Have you been affected from watching the devastation of the bushfires on the news, and feel sad or anxious, and fear for your safety?
Have you or your home been directly impacted by the recent bushfires, and you are feeling lost and overwhelmed?
The recent Hawkesbury and surrounding area bushfires have had a significant impact on the local community, with many individuals and families affected directly or emotionally from the disaster. Plus there has been the recent floods in the area making the impact more dramatic & the recovery process even lengthier for families. It’s gone from drought, to fires to floods all in a short few months.
Images on the news of the devastation of homes and wildlife can have a real impact on you and your family members, arising feelings of distress, anxiousness, worry, and trauma from what you may have seen or heard.
It’s ok to feel unsure.
Uncertainty about the future, what may be around the corner, or how your family or people close to you will recover are expected feelings from such an immense natural disaster. It’s important for you to talk about your feelings, and reach out to the community, friends or family who are facing a similar experience and feeling distressed.
Recovery takes time.
Give yourself time to recover. Others within the community are feeling the same; overwhelmed & fearing for their safety. Those around you are hurting with you – you’re not alone.
Strategies to ensure you can cope:
- Recognise when things are getting too much – take one day at a time, and don’t overwhelm yourself with too many tasks or commitments
- Release emotions & tension – make sure you TALK about your trauma – what you have gone through, how you feel affected, and your worry or uncertainty
- Remember to take care of your health – ensuring you eat well, go for a walk, do some light exercise and have some down time, helping you to sleep better, and get back to some sort of a routine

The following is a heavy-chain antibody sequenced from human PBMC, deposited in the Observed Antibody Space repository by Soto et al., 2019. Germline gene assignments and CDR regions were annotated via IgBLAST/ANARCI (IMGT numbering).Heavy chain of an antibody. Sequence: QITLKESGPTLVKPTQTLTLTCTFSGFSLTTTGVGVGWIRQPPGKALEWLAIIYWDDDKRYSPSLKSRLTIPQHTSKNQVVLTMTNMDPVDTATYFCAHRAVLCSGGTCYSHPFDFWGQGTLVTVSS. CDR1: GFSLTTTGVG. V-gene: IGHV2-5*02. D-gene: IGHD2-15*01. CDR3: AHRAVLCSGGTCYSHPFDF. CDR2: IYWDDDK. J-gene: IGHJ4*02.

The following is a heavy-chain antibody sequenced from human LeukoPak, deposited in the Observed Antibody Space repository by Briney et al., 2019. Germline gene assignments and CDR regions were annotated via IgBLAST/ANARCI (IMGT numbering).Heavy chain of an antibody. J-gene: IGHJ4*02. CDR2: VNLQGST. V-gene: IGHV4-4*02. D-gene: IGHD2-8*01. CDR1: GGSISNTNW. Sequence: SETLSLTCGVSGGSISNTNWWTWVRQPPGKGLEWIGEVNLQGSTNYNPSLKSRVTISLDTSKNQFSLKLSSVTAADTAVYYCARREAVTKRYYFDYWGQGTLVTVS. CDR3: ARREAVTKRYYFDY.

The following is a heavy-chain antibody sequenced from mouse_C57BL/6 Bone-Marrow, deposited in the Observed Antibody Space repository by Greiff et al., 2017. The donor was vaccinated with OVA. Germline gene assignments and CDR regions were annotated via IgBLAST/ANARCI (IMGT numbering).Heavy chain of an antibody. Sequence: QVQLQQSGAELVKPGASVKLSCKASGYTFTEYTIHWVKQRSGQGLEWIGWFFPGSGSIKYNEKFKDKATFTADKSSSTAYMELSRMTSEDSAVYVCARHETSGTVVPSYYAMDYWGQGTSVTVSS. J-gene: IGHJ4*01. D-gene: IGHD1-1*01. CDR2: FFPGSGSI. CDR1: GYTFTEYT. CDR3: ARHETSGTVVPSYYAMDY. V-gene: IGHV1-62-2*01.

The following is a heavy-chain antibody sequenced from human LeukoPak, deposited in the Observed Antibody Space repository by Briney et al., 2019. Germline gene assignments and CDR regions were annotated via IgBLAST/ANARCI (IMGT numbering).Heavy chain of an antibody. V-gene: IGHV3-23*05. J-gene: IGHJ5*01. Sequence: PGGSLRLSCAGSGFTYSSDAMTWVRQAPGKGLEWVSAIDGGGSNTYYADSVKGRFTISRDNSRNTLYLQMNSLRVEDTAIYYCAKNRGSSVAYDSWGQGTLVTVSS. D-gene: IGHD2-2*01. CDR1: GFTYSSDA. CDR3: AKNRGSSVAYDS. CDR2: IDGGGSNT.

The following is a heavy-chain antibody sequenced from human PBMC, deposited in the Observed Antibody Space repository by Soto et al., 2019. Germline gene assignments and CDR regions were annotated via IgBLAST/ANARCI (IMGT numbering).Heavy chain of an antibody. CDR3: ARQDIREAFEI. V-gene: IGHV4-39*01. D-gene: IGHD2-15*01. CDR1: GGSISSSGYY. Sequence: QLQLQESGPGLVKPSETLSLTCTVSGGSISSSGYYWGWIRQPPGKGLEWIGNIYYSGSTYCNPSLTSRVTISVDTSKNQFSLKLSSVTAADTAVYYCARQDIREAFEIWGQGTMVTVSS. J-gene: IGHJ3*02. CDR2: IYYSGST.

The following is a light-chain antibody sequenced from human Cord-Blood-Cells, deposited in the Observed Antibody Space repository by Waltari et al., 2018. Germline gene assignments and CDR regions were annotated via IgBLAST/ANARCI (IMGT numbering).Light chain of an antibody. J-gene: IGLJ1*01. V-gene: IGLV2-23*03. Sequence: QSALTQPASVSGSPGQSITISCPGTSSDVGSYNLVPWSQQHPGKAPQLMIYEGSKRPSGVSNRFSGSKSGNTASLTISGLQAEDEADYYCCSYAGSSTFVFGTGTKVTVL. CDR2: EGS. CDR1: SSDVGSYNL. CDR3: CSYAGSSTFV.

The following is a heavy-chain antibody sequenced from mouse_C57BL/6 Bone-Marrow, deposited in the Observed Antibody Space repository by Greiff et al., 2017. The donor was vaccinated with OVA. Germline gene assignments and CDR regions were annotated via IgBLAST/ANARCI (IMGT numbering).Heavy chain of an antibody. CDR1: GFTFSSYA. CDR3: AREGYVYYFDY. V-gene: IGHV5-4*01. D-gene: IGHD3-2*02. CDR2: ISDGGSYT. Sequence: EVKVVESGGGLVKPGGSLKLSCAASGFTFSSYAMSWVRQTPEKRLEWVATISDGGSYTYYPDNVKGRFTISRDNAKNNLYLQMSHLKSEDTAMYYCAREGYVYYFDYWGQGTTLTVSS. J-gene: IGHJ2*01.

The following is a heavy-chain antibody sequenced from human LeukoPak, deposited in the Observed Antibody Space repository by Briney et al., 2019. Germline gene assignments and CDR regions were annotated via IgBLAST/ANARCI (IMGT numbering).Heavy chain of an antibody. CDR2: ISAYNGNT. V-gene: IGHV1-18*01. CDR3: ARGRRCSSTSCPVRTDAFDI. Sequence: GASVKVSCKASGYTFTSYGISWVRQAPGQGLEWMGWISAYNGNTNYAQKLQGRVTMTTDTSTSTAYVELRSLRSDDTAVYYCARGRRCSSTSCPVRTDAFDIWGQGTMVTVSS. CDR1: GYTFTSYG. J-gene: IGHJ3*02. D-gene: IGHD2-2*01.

- Tackle unhelpful thinking head on – catching yourself with unhelpful thoughts can be tricky. Sometimes you won’t know you’re doing it. It may start with worry, then a fleeting thought such as recognising strong winds, and linking this to a recent day where the bush fires arose nearby. Smelling smoke may trigger emotions or unhelpful thoughts. Try and catch yourself in these moments, and turn those thoughts around, e.g. “I’ve coped with a lot already and have made it through – I have more strength then I realised”, “I am prepared and know what to do should another fire come my way.”
Managing your emotional distress can be challenging, and you or someone close to you may need some guidance to work through these challenges.
Medicare has released “The Bushfire Recovery Access Initiative” – a support program for those individuals and families affected. Creating Change is here in partnership to support you to get back on your feet, offering a no-gap 10 Medicare rebatable treatment sessions.